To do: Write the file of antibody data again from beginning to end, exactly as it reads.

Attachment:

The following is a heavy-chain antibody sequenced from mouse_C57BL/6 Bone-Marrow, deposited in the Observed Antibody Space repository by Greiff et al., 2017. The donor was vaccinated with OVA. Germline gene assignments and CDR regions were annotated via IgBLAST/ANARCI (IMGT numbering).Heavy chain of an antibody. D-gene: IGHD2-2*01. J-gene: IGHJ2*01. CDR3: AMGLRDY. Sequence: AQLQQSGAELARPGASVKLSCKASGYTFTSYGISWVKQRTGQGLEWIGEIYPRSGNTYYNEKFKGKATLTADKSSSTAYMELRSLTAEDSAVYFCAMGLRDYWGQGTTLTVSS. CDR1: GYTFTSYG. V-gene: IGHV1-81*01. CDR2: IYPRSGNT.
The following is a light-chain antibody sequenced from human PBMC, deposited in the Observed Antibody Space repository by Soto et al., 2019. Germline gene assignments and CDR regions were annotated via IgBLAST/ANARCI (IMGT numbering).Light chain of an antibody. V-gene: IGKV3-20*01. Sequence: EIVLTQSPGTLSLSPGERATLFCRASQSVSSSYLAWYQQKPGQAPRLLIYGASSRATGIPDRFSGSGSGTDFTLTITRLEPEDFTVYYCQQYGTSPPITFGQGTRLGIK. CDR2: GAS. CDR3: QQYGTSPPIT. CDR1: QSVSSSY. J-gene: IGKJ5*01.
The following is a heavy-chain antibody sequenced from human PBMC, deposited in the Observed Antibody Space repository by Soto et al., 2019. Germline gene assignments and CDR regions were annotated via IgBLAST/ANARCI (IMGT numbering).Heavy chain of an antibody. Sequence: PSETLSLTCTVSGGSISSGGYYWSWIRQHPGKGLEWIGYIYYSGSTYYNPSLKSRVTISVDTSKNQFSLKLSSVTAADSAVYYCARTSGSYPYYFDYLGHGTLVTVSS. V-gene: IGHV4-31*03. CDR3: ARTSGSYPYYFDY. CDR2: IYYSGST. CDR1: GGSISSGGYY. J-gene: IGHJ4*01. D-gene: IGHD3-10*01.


The following is a heavy-chain antibody sequenced from mouse_C57BL/6 Bone-Marrow, deposited in the Observed Antibody Space repository by Greiff et al., 2017. The donor was vaccinated with OVA. Germline gene assignments and CDR regions were annotated via IgBLAST/ANARCI (IMGT numbering).Heavy chain of an antibody. D-gene: IGHD2-2*01. J-gene: IGHJ2*01. CDR3: AMGLRDY. Sequence: AQLQQSGAELARPGASVKLSCKASGYTFTSYGISWVKQRTGQGLEWIGEIYPRSGNTYYNEKFKGKATLTADKSSSTAYMELRSLTAEDSAVYFCAMGLRDYWGQGTTLTVSS. CDR1: GYTFTSYG. V-gene: IGHV1-81*01. CDR2: IYPRSGNT.
The following is a light-chain antibody sequenced from human PBMC, deposited in the Observed Antibody Space repository by Soto et al., 2019. Germline gene assignments and CDR regions were annotated via IgBLAST/ANARCI (IMGT numbering).Light chain of an antibody. V-gene: IGKV3-20*01. Sequence: EIVLTQSPGTLSLSPGERATLFCRASQSVSSSYLAWYQQKPGQAPRLLIYGASSRATGIPDRFSGSGSGTDFTLTITRLEPEDFTVYYCQQYGTSPPITFGQGTRLGIK. CDR2: GAS. CDR3: QQYGTSPPIT. CDR1: QSVSSSY. J-gene: IGKJ5*01.
The following is a heavy-chain antibody sequenced from human PBMC, deposited in the Observed Antibody Space repository by Soto et al., 2019. Germline gene assignments and CDR regions were annotated via IgBLAST/ANARCI (IMGT numbering).Heavy chain of an antibody. Sequence: PSETLSLTCTVSGGSISSGGYYWSWIRQHPGKGLEWIGYIYYSGSTYYNPSLKSRVTISVDTSKNQFSLKLSSVTAADSAVYYCARTSGSYPYYFDYLGHGTLVTVSS. V-gene: IGHV4-31*03. CDR3: ARTSGSYPYYFDY. CDR2: IYYSGST. CDR1: GGSISSGGYY. J-gene: IGHJ4*01. D-gene: IGHD3-10*01.